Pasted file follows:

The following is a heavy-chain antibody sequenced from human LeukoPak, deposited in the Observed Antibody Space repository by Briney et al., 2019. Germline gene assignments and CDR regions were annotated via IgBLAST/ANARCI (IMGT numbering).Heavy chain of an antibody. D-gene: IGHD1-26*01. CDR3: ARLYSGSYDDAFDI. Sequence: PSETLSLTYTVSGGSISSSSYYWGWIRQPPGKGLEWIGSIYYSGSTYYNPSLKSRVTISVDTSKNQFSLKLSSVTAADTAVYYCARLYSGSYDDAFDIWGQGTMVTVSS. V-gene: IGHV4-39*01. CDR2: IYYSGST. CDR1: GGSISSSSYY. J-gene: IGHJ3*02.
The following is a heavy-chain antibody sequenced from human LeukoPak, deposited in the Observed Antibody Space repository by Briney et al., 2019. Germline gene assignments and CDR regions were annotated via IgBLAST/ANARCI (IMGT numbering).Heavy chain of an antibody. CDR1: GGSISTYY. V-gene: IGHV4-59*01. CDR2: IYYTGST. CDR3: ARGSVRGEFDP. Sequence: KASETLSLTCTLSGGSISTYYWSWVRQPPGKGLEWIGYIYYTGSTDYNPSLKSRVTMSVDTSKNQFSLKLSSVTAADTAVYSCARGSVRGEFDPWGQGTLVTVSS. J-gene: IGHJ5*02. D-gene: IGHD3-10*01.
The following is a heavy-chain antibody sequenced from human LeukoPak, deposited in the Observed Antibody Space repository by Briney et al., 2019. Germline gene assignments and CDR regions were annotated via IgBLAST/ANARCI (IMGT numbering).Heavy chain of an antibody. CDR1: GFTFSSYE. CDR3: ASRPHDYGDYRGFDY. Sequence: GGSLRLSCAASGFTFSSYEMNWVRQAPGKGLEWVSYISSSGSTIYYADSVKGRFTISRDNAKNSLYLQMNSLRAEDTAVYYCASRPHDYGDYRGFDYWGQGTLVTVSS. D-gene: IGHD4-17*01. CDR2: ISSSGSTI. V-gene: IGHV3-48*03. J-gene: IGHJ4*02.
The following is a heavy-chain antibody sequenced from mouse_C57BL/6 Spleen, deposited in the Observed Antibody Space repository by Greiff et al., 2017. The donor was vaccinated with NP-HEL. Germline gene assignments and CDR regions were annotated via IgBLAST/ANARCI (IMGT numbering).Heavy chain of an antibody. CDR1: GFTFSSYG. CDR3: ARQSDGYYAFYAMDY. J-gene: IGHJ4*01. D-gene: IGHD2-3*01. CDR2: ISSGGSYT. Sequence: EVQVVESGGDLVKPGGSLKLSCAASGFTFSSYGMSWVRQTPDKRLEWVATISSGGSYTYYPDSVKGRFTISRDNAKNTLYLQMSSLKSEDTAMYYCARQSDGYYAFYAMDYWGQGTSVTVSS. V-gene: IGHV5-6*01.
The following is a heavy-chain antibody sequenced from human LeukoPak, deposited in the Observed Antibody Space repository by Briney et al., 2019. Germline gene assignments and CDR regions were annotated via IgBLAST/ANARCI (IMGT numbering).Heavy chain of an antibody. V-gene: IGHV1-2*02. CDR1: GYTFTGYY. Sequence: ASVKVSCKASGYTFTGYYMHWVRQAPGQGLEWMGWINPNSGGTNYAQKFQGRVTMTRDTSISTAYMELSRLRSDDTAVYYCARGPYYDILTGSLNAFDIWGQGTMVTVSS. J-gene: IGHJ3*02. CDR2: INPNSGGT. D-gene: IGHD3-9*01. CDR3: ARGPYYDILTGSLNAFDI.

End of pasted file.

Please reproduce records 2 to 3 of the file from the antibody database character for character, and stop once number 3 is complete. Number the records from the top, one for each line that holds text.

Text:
The following is a heavy-chain antibody sequenced from human LeukoPak, deposited in the Observed Antibody Space repository by Briney et al., 2019. Germline gene assignments and CDR regions were annotated via IgBLAST/ANARCI (IMGT numbering).Heavy chain of an antibody. CDR1: GGSISTYY. V-gene: IGHV4-59*01. CDR2: IYYTGST. CDR3: ARGSVRGEFDP. Sequence: KASETLSLTCTLSGGSISTYYWSWVRQPPGKGLEWIGYIYYTGSTDYNPSLKSRVTMSVDTSKNQFSLKLSSVTAADTAVYSCARGSVRGEFDPWGQGTLVTVSS. J-gene: IGHJ5*02. D-gene: IGHD3-10*01.
The following is a heavy-chain antibody sequenced from human LeukoPak, deposited in the Observed Antibody Space repository by Briney et al., 2019. Germline gene assignments and CDR regions were annotated via IgBLAST/ANARCI (IMGT numbering).Heavy chain of an antibody. CDR1: GFTFSSYE. CDR3: ASRPHDYGDYRGFDY. Sequence: GGSLRLSCAASGFTFSSYEMNWVRQAPGKGLEWVSYISSSGSTIYYADSVKGRFTISRDNAKNSLYLQMNSLRAEDTAVYYCASRPHDYGDYRGFDYWGQGTLVTVSS. D-gene: IGHD4-17*01. CDR2: ISSSGSTI. V-gene: IGHV3-48*03. J-gene: IGHJ4*02.